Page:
Medical Facility Design Basics
When considering the medical facility design for a clinic, hospital, or other health care facility, color psychology often plays a big role. In fact, the current discussion in the field of medical research is largely centered on color psychology. Color psychology is basically the study of how various hues affect our moods, feelings, and behaviors. It applies to interior design as much as it does to marketing and business.
One of the most important elements of color psychology is the environment. In many cases, medical professionals have difficulty deciding on a natural office design or a color scheme because their work environment is so sterile. The result can be that they have trouble conforming to the medical professionals’ vision, even though the surroundings are sterile. A natural office design would allow medical professionals to relax in an environment that mimics what they see in nature-or at least the natural environment. Color psychology can alleviate this stress on medical professionals.
By considering specific questions such as how colors can enhance the emotional states of patients, the medical facility design team can design a medical facility that provides a calming effect on staff and patients. For instance, if the walls are painted a neutral color, but the centerpieces are red, then patients will find the atmosphere more violent and chaotic than if the walls were pink or blue. A bright and vibrant environment will make the patient feel at ease, just as long as the medical facility design includes natural materials and accents that make a medical facility welcoming and comforting.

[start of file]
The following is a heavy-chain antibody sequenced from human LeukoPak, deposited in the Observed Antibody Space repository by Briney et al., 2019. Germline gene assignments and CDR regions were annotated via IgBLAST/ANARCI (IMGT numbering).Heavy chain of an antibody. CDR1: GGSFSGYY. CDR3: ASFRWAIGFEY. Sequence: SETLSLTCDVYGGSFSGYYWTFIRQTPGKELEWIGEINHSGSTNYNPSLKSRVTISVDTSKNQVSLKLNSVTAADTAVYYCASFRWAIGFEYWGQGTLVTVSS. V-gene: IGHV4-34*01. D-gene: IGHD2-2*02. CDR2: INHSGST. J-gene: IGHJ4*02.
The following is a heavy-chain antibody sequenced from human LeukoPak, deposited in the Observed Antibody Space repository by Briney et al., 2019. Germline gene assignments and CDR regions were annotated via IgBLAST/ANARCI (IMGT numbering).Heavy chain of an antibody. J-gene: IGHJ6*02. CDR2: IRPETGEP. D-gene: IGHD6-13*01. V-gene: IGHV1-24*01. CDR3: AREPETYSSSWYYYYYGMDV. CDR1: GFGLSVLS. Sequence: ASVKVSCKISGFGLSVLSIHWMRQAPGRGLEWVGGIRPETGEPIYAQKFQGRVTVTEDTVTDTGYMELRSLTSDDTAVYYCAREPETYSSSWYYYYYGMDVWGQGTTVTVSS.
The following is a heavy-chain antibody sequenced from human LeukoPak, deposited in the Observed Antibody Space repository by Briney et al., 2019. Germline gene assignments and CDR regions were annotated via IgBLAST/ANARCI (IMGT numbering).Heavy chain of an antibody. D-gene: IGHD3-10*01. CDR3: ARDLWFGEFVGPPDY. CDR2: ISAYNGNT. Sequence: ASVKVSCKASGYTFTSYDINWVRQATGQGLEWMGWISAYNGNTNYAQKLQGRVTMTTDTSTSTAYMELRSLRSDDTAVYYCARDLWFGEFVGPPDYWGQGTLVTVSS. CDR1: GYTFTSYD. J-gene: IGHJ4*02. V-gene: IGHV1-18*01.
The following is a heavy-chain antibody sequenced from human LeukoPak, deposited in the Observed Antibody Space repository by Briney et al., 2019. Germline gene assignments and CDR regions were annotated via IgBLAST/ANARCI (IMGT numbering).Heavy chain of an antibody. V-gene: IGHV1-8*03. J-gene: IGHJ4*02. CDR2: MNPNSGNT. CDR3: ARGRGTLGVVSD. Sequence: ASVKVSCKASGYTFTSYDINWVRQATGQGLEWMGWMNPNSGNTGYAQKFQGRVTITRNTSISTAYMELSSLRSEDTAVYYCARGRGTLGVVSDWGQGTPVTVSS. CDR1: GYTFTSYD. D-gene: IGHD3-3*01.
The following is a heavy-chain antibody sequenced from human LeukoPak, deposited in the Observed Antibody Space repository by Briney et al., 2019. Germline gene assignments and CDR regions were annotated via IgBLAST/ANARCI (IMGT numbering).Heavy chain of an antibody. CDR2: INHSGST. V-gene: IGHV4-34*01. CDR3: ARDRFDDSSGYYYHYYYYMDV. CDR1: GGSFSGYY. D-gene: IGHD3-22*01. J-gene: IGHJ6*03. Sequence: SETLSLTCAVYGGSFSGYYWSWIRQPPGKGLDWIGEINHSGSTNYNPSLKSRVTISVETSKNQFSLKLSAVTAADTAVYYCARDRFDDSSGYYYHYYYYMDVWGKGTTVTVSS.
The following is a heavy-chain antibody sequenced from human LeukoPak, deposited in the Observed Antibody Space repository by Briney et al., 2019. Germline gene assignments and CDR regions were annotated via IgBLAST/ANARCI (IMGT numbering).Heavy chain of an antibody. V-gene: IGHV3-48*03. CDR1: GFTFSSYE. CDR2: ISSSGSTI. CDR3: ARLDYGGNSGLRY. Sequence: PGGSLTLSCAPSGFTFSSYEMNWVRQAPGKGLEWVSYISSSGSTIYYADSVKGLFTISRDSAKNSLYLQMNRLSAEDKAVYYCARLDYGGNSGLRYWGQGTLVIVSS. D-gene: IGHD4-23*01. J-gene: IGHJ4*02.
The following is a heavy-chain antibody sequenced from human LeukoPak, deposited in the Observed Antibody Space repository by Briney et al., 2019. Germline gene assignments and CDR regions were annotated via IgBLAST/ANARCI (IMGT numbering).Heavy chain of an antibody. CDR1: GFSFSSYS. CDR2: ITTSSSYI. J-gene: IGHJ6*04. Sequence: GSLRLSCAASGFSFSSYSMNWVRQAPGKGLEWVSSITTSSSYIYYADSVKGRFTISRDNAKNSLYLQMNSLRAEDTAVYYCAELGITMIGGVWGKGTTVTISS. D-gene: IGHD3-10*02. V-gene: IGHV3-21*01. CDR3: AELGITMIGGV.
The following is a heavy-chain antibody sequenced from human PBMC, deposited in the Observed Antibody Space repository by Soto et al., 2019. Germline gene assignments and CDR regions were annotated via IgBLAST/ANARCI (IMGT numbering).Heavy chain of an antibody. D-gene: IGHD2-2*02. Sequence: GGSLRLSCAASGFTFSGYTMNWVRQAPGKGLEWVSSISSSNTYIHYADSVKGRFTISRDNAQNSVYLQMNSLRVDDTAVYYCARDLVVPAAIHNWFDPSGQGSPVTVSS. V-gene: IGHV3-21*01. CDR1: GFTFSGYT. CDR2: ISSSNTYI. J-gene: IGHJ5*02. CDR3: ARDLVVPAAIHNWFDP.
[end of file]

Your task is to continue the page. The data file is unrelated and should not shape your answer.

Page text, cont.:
Office space is also a big factor in medical facilities. As medical facilities become more vertical in nature, the need for more floor space arises. Since the design of most medical facilities is to make maximum use of the space available, offices must be designed so that the maximum number of people can comfortably work. In offices, the medical facility design team may consider color psychology to provide a medical facility with a warm, inviting feel. If the offices feature white walls and stark gray floors, then patients may feel closed in, even if they are physically able to leave.
Staffroom design plays a large role in patient flow throughout the office. A good way to increase patient flow is by choosing proper size patient charts. Even if the number of patients in a room is the same, the size of the charts needs to be different so that employees don’t face any difficulty moving between patients. Most medical facilities design their offices to follow a logical, functional floor plan so that the flow of movement through the office maximizes productivity.
Medical facility design incorporates all of these components in a coordinated and appealing manner. Before designing a medical facility, the team should first determine the primary function of the facility. They should then create a draft of the plan based on the current requirements. Once the basic structure of the facility is finalized, the team can add in the other elements such as patient care, medical amenities, furniture, lighting, etc.